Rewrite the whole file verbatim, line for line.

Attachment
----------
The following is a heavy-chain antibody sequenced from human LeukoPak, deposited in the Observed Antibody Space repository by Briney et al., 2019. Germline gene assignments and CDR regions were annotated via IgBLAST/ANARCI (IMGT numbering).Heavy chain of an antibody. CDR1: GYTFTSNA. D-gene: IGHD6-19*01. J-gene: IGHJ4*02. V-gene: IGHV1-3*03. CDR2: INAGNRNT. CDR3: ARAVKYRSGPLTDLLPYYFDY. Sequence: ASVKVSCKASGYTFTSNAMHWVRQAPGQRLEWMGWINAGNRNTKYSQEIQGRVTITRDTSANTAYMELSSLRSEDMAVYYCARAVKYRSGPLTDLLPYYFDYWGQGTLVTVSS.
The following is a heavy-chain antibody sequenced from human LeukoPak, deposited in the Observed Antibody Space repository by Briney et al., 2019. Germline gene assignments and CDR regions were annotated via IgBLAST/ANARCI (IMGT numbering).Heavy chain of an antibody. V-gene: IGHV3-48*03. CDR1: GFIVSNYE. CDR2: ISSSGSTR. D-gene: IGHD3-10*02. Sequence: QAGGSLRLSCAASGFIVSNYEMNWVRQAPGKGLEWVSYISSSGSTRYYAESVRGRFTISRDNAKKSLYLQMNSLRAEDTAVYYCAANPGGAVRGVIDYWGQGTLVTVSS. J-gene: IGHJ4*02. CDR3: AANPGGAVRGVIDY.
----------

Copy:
The following is a heavy-chain antibody sequenced from human LeukoPak, deposited in the Observed Antibody Space repository by Briney et al., 2019. Germline gene assignments and CDR regions were annotated via IgBLAST/ANARCI (IMGT numbering).Heavy chain of an antibody. CDR1: GYTFTSNA. D-gene: IGHD6-19*01. J-gene: IGHJ4*02. V-gene: IGHV1-3*03. CDR2: INAGNRNT. CDR3: ARAVKYRSGPLTDLLPYYFDY. Sequence: ASVKVSCKASGYTFTSNAMHWVRQAPGQRLEWMGWINAGNRNTKYSQEIQGRVTITRDTSANTAYMELSSLRSEDMAVYYCARAVKYRSGPLTDLLPYYFDYWGQGTLVTVSS.
The following is a heavy-chain antibody sequenced from human LeukoPak, deposited in the Observed Antibody Space repository by Briney et al., 2019. Germline gene assignments and CDR regions were annotated via IgBLAST/ANARCI (IMGT numbering).Heavy chain of an antibody. V-gene: IGHV3-48*03. CDR1: GFIVSNYE. CDR2: ISSSGSTR. D-gene: IGHD3-10*02. Sequence: QAGGSLRLSCAASGFIVSNYEMNWVRQAPGKGLEWVSYISSSGSTRYYAESVRGRFTISRDNAKKSLYLQMNSLRAEDTAVYYCAANPGGAVRGVIDYWGQGTLVTVSS. J-gene: IGHJ4*02. CDR3: AANPGGAVRGVIDY.